Happy Monday! We're back for another full week of saintly action and we kick things off with with the long-anticipated agricultural anarchy as Isidore the Farmer faces off against Phocas the Gardener. [insert comment about reaping what you sow]
In case you forgot about Friday's matchup, Michael the Archangel defeated Anna the Prophet 53% to 47% to advance to the Saintly Sixteen where he'll face Esther.
Finally, in the shout-out department, we're pleased to share an article titled St. Albans Participates in Lent Madness that appeared in the Eureka-Times Standard. Congrats to the Rev. Nancy Streufert and the folks at St. Alban's Church in Acarta, California! Lent Madness is HUGE in the Redwood forest.
Isidore the Farmer
Isidore was a prodigious farmer who credited the wealth of his harvests to angels who worked by his side. Born in Madrid, Spain, in about 1070, Isidore was a poor laborer for Juan de Vargas, a wealthy landowner. While Isidore spent his life working the land for others, he was always generous, sharing all he had with the poor.
Saintly lore tells us that Isidore is credited with more than 400 miracles. In addition to bringing an abundance of agricultural bounty for the de Vargas family, Isidore also is said to have brought de Vargas’s daughter back to life.
Another story tells of a beggar who arrived at Isidore’s home seeking food. Isidore’s wife, Maria, told the beggar that there was no more stew in the pot. As the beggar turned away, Isidore called out to his wife to check again. On further inspection, the pot of stew miraculously refilled. Legend also recalls that after Isidore and Maria’s only son fell into a well, Isidore prayed that the waters would rise and his son would be saved. The waters responded to his prayers, and Isidore’s son was rescued from drowning.
According to another legend, fellow farmhands complained that Isidore was always late for work because he went to worship first. The master investigated and found an angel plowing the field while Isidore was praying.
The story of Isidore the Farmer teaches us about the holiness of hard work and the value of labor. Through Isidore’s witness, we see that real abundance is not found through monetary wealth; dignity and holiness can be discovered in an ordinary life dedicated to God. Through our labors, we can also find a relationship with God as the toil of our hands takes care of our fellow humans.
According to legend, a flood nearly one hundred years after Isidore’s death uncovered his body, which was found to be in a state of incorruptibility, meaning it had not undergone normal decomposition. The church has viewed incorruptibility of the body as a sign of sainthood. Isidore the Farmer, the patron saint of farmers and laborers, is celebrated on May 15.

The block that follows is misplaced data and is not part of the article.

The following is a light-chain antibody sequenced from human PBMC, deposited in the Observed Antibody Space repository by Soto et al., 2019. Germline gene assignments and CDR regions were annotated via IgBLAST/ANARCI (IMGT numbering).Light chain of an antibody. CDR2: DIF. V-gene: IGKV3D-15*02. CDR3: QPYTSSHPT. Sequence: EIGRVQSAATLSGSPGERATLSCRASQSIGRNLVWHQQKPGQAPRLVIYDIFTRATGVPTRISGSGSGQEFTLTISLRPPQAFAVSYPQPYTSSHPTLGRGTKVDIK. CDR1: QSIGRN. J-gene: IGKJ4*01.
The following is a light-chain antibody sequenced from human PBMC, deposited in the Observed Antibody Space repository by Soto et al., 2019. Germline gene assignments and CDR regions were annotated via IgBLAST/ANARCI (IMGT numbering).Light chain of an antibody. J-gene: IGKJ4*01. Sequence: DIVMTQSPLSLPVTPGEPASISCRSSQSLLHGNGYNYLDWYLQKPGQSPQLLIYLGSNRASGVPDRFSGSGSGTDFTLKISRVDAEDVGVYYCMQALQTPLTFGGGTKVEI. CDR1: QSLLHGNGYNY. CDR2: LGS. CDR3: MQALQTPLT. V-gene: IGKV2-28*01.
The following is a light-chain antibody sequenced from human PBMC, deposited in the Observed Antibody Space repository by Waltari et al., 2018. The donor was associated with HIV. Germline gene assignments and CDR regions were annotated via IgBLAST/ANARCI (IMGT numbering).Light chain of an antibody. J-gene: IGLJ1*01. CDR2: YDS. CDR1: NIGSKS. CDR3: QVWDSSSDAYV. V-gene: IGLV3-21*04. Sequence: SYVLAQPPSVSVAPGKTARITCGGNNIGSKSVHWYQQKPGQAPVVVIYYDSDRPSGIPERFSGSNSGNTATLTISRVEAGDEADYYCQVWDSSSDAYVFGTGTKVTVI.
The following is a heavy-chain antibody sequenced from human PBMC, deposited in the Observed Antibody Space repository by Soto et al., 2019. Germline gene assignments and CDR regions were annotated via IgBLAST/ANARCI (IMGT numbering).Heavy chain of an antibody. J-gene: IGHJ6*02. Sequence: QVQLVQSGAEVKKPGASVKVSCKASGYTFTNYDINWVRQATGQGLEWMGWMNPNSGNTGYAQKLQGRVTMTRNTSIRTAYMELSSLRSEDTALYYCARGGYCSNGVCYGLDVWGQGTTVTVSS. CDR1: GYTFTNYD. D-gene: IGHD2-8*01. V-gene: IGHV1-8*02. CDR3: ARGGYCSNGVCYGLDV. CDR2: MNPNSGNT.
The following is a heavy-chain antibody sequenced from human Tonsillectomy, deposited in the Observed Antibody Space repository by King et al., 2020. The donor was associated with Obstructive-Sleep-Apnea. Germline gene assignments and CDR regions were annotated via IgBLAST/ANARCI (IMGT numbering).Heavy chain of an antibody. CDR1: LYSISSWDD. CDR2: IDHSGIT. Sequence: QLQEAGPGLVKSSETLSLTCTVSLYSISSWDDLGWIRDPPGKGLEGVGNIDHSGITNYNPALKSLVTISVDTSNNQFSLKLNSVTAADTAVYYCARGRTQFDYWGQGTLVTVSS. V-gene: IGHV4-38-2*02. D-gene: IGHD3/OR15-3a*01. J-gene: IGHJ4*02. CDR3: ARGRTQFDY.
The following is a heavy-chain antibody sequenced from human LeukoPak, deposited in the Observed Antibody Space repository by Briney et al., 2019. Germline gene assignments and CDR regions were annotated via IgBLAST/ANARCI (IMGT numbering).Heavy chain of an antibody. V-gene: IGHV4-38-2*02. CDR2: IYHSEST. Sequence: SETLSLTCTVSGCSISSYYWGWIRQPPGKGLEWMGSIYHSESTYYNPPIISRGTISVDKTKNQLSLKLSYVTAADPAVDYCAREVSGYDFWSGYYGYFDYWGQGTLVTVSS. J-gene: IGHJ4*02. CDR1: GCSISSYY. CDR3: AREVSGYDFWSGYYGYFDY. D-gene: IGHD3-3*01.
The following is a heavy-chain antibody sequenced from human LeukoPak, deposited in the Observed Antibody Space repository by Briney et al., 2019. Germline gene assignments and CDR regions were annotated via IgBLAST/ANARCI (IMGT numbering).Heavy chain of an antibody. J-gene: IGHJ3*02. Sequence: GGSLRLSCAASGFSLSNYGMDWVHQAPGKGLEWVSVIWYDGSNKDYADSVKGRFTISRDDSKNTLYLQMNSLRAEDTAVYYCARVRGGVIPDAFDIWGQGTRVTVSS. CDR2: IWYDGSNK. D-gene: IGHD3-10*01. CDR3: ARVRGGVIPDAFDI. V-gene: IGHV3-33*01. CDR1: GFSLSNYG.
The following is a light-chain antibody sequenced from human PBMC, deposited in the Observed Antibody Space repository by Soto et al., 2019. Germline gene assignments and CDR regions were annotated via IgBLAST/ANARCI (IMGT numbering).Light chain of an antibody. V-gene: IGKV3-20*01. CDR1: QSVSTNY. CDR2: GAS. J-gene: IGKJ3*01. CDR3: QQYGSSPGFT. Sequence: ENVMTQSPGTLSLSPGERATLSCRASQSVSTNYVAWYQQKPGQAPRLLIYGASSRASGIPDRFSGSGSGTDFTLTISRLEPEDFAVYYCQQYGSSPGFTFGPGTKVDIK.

Collect for Isidore the Farmer
God of harrow and harvest: Look with favor upon us as we work wholeheartedly in our ministries that we, like our brother Isidore, might plow alongside unseen angels, find our dinner tables laden with enough to share, and joyfully work toward making your kingdom come on earth; we pray this in the name of the Great Sower of Seeds, Jesus Christ, your son. Amen.
Phocas the Gardener
While our spiritual imagination may draw us to Eden or Gethsemane when we think of gardens, it is quite possible that the small garden of Phocas best illustrates the call to self-sacrificing love given to disciples of Jesus.
Phocas’s garden was part of his first-century, modest, hermetic life outside the gates of Sinope, a town on the southern coast of the Black Sea. The garden was Phocas’s livelihood and his ministry. He lived by selling produce, while also using the garden’s abundance to feed the needy and hungry. At the heart of Phocas’s generosity was his Christian faith, which he sought to share with others just as fully as he shared food from his garden and resting places in his home.
During the Diocletian Persecution, Phocas’s acts of generosity drew scrutiny from the authorities. Soldiers were sent with orders to kill him. Arriving at Sinope, they found the city gates closed. Seeking lodging, they ultimately came to the hermit’s home, where they asked for his assistance in tracking down their target. Without revealing his name, Phocas did for the soldiers what he did for all guests: he received them, fed them from his garden, and gave them shelter in which to sleep in his home. He promised to lead them to the man they sought in the morning.
As they slept, Phocas dug a grave for his burial in the midst of the garden and made arrangements for the distribution of his goods to the poor. In the morning, Phocas revealed his identity and charged the soldiers to fulfill their duty. The soldiers, shocked by the act of hospitality shown by the one they were charged with killing, begged Phocas to recant his beliefs, allowing them to report a fruitless search. It was only when Phocas proclaimed that it was an honor to share in the sufferings of Jesus that the soldiers carried out their charge. Phocas was buried in the midst of his own garden, the place where he had provided unremitting hospitality to friend and enemy alike.
Collect for Phocas the Gardener
Almighty God, you emptied yourself to take on the form of a servant, and you call your disciples to do the same. Kindle in our hearts the same love you bestowed upon Phocas the Gardener, that, in giving of our abundance to serve friend and enemy alike, we may reflect to the world around us the abundant generosity you show to us in your Son Jesus Christ, Our Lord, who lives and reigns with you and the Holy Spirit, one God, now and for ever. Amen.
Isidore the Farmer vs. Phocas the Gardener
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